I'm trying to create a calc where the answer is a design factor. The calc works fine when just using numbers, but when I try to use a value from earlier in the sheet I get the 'units are not compatible message'. Would appreciate any help on this, thanks.
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You need to give the 50 units also:
Alan
1) Open a new thread for a new question as this increases the likelihood of a quick response and keeps he forum clearer
2) You shouldn't only show a picture but also attach your worksheet. Its much harder to debug a picture than a live worksheet
Are you sure about the Unit N/m for G.c, but just N for G.b?
The way you define Az both must have the same dimension and the result in either case will be dimensionless and not Newton as you seem to expect.
And when you define H, you are trying to add a force (A, Newton) and two lengths (Ab and Ac, meter) . Obviously this can't work and so Prime thankfully refuses to do so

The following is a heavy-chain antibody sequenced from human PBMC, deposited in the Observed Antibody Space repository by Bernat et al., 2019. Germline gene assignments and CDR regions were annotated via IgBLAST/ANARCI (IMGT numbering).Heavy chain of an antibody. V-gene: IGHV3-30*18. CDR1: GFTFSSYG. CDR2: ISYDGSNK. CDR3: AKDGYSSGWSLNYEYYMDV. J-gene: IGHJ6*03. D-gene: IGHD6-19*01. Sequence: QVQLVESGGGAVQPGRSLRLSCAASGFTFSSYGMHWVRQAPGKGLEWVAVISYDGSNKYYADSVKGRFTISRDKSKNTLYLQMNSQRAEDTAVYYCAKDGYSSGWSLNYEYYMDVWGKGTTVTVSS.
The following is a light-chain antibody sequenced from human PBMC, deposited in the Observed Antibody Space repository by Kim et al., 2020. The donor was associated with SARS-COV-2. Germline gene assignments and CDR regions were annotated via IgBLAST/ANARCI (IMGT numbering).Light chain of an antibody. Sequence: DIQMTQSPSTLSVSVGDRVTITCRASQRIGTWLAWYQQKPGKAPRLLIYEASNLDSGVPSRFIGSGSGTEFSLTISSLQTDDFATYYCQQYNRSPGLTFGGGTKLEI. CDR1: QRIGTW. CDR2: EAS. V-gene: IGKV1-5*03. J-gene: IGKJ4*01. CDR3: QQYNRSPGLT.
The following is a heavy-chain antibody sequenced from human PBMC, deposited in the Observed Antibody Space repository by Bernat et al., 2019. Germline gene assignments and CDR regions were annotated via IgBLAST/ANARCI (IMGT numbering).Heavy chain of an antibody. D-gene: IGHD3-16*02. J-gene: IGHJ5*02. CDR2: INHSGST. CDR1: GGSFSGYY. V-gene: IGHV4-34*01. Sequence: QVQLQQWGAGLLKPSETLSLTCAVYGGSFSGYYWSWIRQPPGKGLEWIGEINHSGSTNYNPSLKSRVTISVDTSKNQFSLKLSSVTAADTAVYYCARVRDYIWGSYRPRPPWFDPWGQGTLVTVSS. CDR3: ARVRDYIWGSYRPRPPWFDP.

This is the biiiiiiig old problem of "designed equations" from diverse textbooks or scriptums for example. A really big Problem
You have to check out first, which dimension the variable Df must have.
The parameter 1.4 must have the same unit like Df.
If 0.6 is a uitless factor then ok, but the 50 must have the unit of Unit(Tdt)*Unit(Df)²
@vlehner wrote:
This is the biiiiiiig old problem of "designed equations" from diverse textbooks or scriptums for example. A really big Problem
You have to check out first, which dimension the variable Df must have.
The parameter 1.4 must have the same unit like Df.
If 0.6 is a uitless factor then ok, but the 50 must have the unit of Unit(Tdt)*Unit(Df)²
True. But, in my experience, design factors are usually dimensionless.
Alan
Thanks everyone, I've got it working now. All the replies are appreciated 🙂
@AlanStevens wrote:
True. But, in my experience, design factors are usually dimensionless.
Alan
Many of these "design factors" are unit conversions
@Fred_Kohlhepp wrote:
@AlanStevens wrote:
True. But, in my experience, design factors are usually dimensionless.
Alan
Many of these "design factors" are unit conversions
Yes, though these are usually supplied as single numbers rather than expressions that require evaluating, are they not?
Alan